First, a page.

Philosophy Course Descriptions 2016-2017
Philosophy Course Descriptions
PHIL 101 Introduction to Philosophy
3 credits An introduction to the central philosophical questions that have historically spanned and conceptually founded Western civilization. The course surveys key thinkers, philosophical movements, and academic fields of the discipline. Questions regarding the meaning of existence, the freedom of the self, the nature of a just society, and the workings of human knowledge expose students to the pursuits of metaphysics, ontology, epistemology, philosophy of science, moral and political philosophy, and ethics. GT-AH3
PHIL 201 Logic and Epistemology
3 credits An introduction to historical and contemporary approaches to epistemology, philosophical methodology, logic, systems of classification, and methods of validation. Emphasis is placed on critical inquiry into the complex relationship among logic, empiricism, and rationalism, while focusing on the real-world implications of the epistemological assumptions of logic itself. Prerequisite: PHIL 101.
PHIL 335 Ethics
3 credits An examination of influential moral philosophers and contrasting theories concerning how one “ought” to live, from ancient Greek and Eastern philosophers to contemporary thinkers. Central questions of the course explore the “good life,” critique ideologies that limit ethical options, and imagine how to expand individual choices in cultivating a just society. The course concludes with student applications of ethical theories to current global issues. Prerequisite: PHIL 101
One of the following:
PHIL 315 Eastern Philosophy
3 credits An introduction to the central philosophical questions which have conceptually founded Eastern philosophy. This course surveys primary texts, intellectual movements, and cultural traditions that inform and influence Eastern philosophy while investigating the theoretical spaces that exist between philosophical assumptions of the East and West. Prerequisite: PHIL 101.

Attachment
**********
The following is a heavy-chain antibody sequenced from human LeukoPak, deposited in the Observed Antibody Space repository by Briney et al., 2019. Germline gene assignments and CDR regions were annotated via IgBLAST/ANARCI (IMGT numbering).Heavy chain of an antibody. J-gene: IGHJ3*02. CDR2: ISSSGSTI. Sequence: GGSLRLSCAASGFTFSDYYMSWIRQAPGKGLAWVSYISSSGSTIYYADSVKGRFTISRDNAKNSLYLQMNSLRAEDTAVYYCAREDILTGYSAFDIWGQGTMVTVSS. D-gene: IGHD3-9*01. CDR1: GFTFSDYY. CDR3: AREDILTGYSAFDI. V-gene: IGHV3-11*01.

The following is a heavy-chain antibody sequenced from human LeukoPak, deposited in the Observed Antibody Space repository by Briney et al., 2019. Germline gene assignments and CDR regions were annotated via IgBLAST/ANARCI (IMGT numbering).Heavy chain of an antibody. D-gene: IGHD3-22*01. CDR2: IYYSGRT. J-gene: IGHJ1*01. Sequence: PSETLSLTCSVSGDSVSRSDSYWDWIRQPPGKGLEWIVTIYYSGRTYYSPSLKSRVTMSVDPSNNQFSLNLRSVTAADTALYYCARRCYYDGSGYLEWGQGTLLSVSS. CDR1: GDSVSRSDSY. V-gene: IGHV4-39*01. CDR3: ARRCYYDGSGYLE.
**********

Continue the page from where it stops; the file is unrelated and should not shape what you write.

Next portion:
PHIL 345 Philosophy of Religion
3 credits An exploration of the significance of faith in our human worldview. Through a comparative approach to major world religions, students investigate the underlying assumptions behind the ways of “knowing” God and participating in the “divine,” and how those assumptions diversely manifest themselves culturally, metaphorically, and psychologically. Prerequisite: PHIL 101.
PHIL 355 Philosophy of Science
3 credits An exploration of the ongoing relationship between philosophy and science, and an examination of how philosophical movements have informed some of the major shifts in scientific paradigms throughout history. The course concludes with an examination of how scientific revolutions potentially “de-center” humans and reorient the relationship between the self and the world. Prerequisite: PHIL 101.
One of the following:
POLS 309 Political Theory I–Ancient to Early Modern
3 credits A survey of the historical development of western political theories from their origins in ancient Greece to the development of early modern political theories such as liberalism and republicanism. Students study thinkers such as Sophocles, Plato, Aristotle, William Shakespeare, Niccolo Machiavelli, John Locke, and Jean-Jacques Rousseau. Prerequisite: POLS 117 recommended.